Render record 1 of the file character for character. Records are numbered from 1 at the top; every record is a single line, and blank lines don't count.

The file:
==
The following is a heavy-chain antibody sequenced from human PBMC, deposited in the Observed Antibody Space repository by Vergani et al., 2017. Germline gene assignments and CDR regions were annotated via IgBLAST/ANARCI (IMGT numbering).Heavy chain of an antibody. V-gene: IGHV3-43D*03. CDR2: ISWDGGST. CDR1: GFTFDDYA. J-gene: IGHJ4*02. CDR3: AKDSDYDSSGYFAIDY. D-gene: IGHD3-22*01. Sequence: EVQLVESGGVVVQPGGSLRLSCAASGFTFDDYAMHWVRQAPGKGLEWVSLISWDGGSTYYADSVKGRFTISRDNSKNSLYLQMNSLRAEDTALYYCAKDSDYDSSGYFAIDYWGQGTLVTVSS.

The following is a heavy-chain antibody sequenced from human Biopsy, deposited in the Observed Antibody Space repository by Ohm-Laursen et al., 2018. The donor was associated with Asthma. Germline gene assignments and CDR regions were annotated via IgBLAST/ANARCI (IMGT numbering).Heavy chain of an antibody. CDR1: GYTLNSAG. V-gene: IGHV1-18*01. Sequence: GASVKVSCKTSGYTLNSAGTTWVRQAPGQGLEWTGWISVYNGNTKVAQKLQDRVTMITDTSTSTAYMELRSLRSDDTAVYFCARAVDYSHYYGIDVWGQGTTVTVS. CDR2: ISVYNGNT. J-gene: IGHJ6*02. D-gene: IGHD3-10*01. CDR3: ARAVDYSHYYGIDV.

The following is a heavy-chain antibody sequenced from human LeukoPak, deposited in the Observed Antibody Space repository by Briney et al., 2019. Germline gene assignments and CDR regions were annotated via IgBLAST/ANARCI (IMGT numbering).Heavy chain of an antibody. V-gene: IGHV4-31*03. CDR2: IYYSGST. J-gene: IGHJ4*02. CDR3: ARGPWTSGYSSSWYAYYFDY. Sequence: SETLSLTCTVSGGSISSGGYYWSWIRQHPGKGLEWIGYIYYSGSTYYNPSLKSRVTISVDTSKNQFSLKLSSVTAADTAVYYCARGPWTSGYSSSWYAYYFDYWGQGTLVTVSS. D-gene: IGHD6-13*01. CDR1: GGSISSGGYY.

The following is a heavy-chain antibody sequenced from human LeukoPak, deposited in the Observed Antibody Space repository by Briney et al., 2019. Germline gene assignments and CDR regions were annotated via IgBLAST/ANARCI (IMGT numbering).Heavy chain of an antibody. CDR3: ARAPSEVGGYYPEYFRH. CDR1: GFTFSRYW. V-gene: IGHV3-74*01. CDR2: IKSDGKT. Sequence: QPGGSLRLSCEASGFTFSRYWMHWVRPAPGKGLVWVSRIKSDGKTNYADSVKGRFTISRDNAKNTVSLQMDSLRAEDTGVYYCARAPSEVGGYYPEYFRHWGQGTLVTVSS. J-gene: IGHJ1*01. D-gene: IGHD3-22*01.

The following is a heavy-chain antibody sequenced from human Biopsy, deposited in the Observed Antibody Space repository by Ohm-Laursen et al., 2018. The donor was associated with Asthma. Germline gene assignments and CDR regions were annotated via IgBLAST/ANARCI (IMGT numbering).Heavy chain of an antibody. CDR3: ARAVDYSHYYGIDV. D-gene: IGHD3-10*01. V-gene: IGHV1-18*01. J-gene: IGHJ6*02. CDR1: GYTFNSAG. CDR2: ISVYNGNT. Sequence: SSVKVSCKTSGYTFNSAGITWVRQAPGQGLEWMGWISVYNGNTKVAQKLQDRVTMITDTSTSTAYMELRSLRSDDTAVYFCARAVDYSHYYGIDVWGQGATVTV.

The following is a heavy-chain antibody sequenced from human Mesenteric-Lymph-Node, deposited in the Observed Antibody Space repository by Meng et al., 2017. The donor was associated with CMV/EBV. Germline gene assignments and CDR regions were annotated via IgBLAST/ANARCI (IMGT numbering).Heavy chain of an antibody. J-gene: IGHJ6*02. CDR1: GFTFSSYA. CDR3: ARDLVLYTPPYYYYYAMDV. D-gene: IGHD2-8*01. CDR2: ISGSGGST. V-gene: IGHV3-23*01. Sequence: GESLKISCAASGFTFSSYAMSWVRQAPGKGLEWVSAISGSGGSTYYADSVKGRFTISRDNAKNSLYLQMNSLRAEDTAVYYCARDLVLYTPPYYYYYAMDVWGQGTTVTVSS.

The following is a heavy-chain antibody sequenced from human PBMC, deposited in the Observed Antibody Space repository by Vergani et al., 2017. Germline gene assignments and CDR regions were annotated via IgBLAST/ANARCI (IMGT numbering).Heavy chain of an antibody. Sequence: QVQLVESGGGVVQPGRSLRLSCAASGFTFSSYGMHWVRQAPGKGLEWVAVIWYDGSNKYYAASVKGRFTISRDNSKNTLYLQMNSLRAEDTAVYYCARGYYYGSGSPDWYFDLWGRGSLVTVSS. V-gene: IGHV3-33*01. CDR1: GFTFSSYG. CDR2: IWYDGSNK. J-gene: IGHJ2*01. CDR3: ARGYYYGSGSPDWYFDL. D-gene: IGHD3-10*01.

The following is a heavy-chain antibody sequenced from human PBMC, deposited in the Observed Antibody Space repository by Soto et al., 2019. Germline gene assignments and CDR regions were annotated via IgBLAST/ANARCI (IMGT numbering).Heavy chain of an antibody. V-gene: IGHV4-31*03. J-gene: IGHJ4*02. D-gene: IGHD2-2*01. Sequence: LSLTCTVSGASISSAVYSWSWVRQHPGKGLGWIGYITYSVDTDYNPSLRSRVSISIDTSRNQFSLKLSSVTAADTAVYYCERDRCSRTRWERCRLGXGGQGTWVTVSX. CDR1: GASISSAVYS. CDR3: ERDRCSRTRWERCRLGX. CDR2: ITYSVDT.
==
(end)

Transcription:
The following is a heavy-chain antibody sequenced from human PBMC, deposited in the Observed Antibody Space repository by Vergani et al., 2017. Germline gene assignments and CDR regions were annotated via IgBLAST/ANARCI (IMGT numbering).Heavy chain of an antibody. V-gene: IGHV3-43D*03. CDR2: ISWDGGST. CDR1: GFTFDDYA. J-gene: IGHJ4*02. CDR3: AKDSDYDSSGYFAIDY. D-gene: IGHD3-22*01. Sequence: EVQLVESGGVVVQPGGSLRLSCAASGFTFDDYAMHWVRQAPGKGLEWVSLISWDGGSTYYADSVKGRFTISRDNSKNSLYLQMNSLRAEDTALYYCAKDSDYDSSGYFAIDYWGQGTLVTVSS.